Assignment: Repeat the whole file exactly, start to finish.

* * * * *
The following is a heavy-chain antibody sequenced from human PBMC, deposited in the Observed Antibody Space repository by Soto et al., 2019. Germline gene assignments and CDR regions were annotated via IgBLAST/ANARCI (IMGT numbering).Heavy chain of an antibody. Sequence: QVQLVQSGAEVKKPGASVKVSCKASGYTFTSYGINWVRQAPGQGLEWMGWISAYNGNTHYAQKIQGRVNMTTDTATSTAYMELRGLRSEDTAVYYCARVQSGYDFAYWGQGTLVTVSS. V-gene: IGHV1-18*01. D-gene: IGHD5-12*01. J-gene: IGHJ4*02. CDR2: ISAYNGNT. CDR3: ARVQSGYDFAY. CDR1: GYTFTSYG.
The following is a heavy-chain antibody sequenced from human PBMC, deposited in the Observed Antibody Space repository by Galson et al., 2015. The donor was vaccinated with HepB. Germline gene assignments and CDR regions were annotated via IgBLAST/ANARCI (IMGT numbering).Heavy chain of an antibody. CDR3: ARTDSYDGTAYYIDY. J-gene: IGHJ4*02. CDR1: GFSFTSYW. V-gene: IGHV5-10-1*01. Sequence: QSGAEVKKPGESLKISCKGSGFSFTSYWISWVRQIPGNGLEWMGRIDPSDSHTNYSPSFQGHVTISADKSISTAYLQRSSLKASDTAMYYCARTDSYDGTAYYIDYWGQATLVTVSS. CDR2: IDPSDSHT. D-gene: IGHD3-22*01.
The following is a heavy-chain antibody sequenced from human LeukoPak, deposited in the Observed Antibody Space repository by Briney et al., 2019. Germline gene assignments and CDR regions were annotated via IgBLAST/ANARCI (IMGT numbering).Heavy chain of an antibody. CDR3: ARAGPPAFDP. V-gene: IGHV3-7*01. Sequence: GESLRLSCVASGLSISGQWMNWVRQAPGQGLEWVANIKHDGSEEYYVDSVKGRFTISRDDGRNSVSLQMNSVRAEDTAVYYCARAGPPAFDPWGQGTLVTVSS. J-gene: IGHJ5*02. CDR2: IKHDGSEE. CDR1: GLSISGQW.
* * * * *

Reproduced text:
The following is a heavy-chain antibody sequenced from human PBMC, deposited in the Observed Antibody Space repository by Soto et al., 2019. Germline gene assignments and CDR regions were annotated via IgBLAST/ANARCI (IMGT numbering).Heavy chain of an antibody. Sequence: QVQLVQSGAEVKKPGASVKVSCKASGYTFTSYGINWVRQAPGQGLEWMGWISAYNGNTHYAQKIQGRVNMTTDTATSTAYMELRGLRSEDTAVYYCARVQSGYDFAYWGQGTLVTVSS. V-gene: IGHV1-18*01. D-gene: IGHD5-12*01. J-gene: IGHJ4*02. CDR2: ISAYNGNT. CDR3: ARVQSGYDFAY. CDR1: GYTFTSYG.
The following is a heavy-chain antibody sequenced from human PBMC, deposited in the Observed Antibody Space repository by Galson et al., 2015. The donor was vaccinated with HepB. Germline gene assignments and CDR regions were annotated via IgBLAST/ANARCI (IMGT numbering).Heavy chain of an antibody. CDR3: ARTDSYDGTAYYIDY. J-gene: IGHJ4*02. CDR1: GFSFTSYW. V-gene: IGHV5-10-1*01. Sequence: QSGAEVKKPGESLKISCKGSGFSFTSYWISWVRQIPGNGLEWMGRIDPSDSHTNYSPSFQGHVTISADKSISTAYLQRSSLKASDTAMYYCARTDSYDGTAYYIDYWGQATLVTVSS. CDR2: IDPSDSHT. D-gene: IGHD3-22*01.
The following is a heavy-chain antibody sequenced from human LeukoPak, deposited in the Observed Antibody Space repository by Briney et al., 2019. Germline gene assignments and CDR regions were annotated via IgBLAST/ANARCI (IMGT numbering).Heavy chain of an antibody. CDR3: ARAGPPAFDP. V-gene: IGHV3-7*01. Sequence: GESLRLSCVASGLSISGQWMNWVRQAPGQGLEWVANIKHDGSEEYYVDSVKGRFTISRDDGRNSVSLQMNSVRAEDTAVYYCARAGPPAFDPWGQGTLVTVSS. J-gene: IGHJ5*02. CDR2: IKHDGSEE. CDR1: GLSISGQW.